It can be easy to forget about your super. Most of us don’t go further than looking at the amount next to ‘superannuation’ on our pay slips. But if you want to retire comfortably, it could take a bit more effort. Much earlier down the track than you might think. In other words, it might be wise to start taking some responsibility for boosting your own super savings.
Whilst investment returns and compound interest do make a difference, if you want to make the most of retired life, you might want to consider your options.
That’s easier said than done for some people. After all, not all industries have the kind of competitive conditions where employers offer more than 9.5% super. Or where wage growth beats inflation. The good news is that you don’t need to convince your boss to put in more. Or anyone else for that matter. You can do it yourself.
You should get a super statement at least once a year. It’s a good idea to get familiar with it, and know what all the different items mean. But before you can put all that statement info in to action, you’ve got to know what you’re aiming for.
Set yourself a rough retirement balance target to start with. If you’re not sure, you can use the ASFA Retirement Standard as a starting point. For a couple wanting to live a ‘comfortable’ lifestyle (around $60,000 a year), ASFA recommends a retirement balance of $640,000. You can add or subtract depending on your lifestyle preferences.
Now look at your statement. What does the balance say? Are you on track to hit your goal? If you’re not sure, try the MoneySmart retirement planner. This will give you a better idea of how much extra you’ll need to add to hit your goal.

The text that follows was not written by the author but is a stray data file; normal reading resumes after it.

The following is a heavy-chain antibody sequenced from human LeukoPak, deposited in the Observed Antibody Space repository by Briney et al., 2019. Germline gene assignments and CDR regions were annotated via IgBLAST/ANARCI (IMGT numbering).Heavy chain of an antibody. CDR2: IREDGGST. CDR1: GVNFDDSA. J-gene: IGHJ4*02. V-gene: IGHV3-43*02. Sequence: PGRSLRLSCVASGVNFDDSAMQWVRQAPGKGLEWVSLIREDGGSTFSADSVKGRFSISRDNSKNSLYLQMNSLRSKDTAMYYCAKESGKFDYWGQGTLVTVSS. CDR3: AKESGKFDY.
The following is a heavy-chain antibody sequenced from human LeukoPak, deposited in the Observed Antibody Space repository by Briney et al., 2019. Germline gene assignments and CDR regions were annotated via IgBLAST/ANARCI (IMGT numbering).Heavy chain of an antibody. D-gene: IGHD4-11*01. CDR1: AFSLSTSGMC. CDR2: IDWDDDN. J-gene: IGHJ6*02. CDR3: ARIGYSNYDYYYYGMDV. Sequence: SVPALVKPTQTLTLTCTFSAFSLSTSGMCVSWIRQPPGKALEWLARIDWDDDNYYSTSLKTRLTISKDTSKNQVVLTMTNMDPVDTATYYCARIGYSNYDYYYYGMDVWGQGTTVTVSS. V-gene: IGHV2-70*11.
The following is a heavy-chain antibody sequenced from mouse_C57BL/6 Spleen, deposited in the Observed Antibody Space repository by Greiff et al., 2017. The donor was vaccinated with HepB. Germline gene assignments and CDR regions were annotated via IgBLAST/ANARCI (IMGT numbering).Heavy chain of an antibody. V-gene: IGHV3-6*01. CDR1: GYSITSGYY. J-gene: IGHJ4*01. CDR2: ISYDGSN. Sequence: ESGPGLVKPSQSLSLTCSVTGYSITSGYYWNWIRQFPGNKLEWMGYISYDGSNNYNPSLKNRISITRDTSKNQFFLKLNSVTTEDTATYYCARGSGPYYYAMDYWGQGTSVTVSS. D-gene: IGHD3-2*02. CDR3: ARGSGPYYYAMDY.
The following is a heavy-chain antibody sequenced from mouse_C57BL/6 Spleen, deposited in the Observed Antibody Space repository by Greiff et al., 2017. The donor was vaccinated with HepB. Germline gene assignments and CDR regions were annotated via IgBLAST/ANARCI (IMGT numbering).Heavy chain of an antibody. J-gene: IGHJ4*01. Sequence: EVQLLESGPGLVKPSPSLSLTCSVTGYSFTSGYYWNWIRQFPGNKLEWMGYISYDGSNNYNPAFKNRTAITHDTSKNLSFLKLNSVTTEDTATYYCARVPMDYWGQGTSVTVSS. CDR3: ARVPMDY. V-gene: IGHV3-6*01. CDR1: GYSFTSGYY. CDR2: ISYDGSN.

Usually it doesn’t sound fun giving up something you could enjoy now, because psychologically, it’s hard to imagine enjoying it down the track. This could be something to look into with your financial advisor to understand if it could benefit your circumstances.
Salary sacrifice is where you give up a portion of your pre-tax income, and divert it straight to your super account. You don’t miss it the way you would with cash coming out of your bank account. And you don’t have to sacrifice a lot to make a difference. There could be some tax benefits to this, you can find out more from a registered financial advisor.
Note: not all employers offer salary sacrifice arrangements and there are limits on the amount of additional contributions you can make. Check with your company first, and also check out the Australian Taxation Office requirements.
You may also be able to contribute to your super from your after-tax income. Check the Australian Taxation Office website to see if you would be eligible to claim these contributions against your tax at the end of the year.
These are just some ideas you could consider. It’s important to get independent professional advice before making any decisions that could impact your future.